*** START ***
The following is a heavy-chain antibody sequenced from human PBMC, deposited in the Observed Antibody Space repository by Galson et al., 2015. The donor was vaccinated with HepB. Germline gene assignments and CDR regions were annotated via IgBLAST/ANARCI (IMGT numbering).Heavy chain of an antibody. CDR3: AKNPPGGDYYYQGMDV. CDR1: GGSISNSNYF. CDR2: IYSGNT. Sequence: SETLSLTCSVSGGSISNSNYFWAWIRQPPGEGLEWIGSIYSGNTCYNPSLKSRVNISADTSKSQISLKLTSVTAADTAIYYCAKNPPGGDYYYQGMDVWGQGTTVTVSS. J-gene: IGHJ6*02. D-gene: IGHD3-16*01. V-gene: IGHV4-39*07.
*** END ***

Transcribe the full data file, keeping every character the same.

The following is a heavy-chain antibody sequenced from human PBMC, deposited in the Observed Antibody Space repository by Galson et al., 2015. The donor was vaccinated with HepB. Germline gene assignments and CDR regions were annotated via IgBLAST/ANARCI (IMGT numbering).Heavy chain of an antibody. CDR3: AKNPPGGDYYYQGMDV. CDR1: GGSISNSNYF. CDR2: IYSGNT. Sequence: SETLSLTCSVSGGSISNSNYFWAWIRQPPGEGLEWIGSIYSGNTCYNPSLKSRVNISADTSKSQISLKLTSVTAADTAIYYCAKNPPGGDYYYQGMDVWGQGTTVTVSS. J-gene: IGHJ6*02. D-gene: IGHD3-16*01. V-gene: IGHV4-39*07.